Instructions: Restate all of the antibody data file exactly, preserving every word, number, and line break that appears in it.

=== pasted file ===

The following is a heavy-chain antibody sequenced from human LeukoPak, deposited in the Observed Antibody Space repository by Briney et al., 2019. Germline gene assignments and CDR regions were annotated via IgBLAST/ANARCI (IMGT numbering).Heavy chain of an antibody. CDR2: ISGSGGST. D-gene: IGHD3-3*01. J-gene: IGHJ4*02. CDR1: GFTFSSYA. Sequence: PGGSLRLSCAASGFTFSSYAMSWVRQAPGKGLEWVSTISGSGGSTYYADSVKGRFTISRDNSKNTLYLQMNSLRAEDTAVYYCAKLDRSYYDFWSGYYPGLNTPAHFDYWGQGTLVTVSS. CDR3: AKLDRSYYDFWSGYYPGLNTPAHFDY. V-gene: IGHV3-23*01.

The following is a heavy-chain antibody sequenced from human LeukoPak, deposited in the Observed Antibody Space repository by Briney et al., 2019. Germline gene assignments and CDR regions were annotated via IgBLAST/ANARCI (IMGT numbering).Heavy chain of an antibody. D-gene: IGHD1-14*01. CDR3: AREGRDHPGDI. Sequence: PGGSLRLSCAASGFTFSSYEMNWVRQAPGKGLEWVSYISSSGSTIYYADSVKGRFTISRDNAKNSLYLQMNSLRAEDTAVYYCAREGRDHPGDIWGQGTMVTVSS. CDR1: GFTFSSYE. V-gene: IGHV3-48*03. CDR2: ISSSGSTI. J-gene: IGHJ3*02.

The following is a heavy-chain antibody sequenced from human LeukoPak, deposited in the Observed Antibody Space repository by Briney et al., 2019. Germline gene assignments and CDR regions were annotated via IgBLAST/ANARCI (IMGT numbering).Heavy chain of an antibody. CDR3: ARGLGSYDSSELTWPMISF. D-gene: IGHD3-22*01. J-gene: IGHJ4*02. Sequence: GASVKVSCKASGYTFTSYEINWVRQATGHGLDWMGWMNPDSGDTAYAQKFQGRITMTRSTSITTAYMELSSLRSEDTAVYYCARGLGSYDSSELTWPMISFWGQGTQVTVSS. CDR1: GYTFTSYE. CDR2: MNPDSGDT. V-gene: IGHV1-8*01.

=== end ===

The following is a heavy-chain antibody sequenced from human LeukoPak, deposited in the Observed Antibody Space repository by Briney et al., 2019. Germline gene assignments and CDR regions were annotated via IgBLAST/ANARCI (IMGT numbering).Heavy chain of an antibody. CDR2: ISGSGGST. D-gene: IGHD3-3*01. J-gene: IGHJ4*02. CDR1: GFTFSSYA. Sequence: PGGSLRLSCAASGFTFSSYAMSWVRQAPGKGLEWVSTISGSGGSTYYADSVKGRFTISRDNSKNTLYLQMNSLRAEDTAVYYCAKLDRSYYDFWSGYYPGLNTPAHFDYWGQGTLVTVSS. CDR3: AKLDRSYYDFWSGYYPGLNTPAHFDY. V-gene: IGHV3-23*01.

The following is a heavy-chain antibody sequenced from human LeukoPak, deposited in the Observed Antibody Space repository by Briney et al., 2019. Germline gene assignments and CDR regions were annotated via IgBLAST/ANARCI (IMGT numbering).Heavy chain of an antibody. D-gene: IGHD1-14*01. CDR3: AREGRDHPGDI. Sequence: PGGSLRLSCAASGFTFSSYEMNWVRQAPGKGLEWVSYISSSGSTIYYADSVKGRFTISRDNAKNSLYLQMNSLRAEDTAVYYCAREGRDHPGDIWGQGTMVTVSS. CDR1: GFTFSSYE. V-gene: IGHV3-48*03. CDR2: ISSSGSTI. J-gene: IGHJ3*02.

The following is a heavy-chain antibody sequenced from human LeukoPak, deposited in the Observed Antibody Space repository by Briney et al., 2019. Germline gene assignments and CDR regions were annotated via IgBLAST/ANARCI (IMGT numbering).Heavy chain of an antibody. CDR3: ARGLGSYDSSELTWPMISF. D-gene: IGHD3-22*01. J-gene: IGHJ4*02. Sequence: GASVKVSCKASGYTFTSYEINWVRQATGHGLDWMGWMNPDSGDTAYAQKFQGRITMTRSTSITTAYMELSSLRSEDTAVYYCARGLGSYDSSELTWPMISFWGQGTQVTVSS. CDR1: GYTFTSYE. CDR2: MNPDSGDT. V-gene: IGHV1-8*01.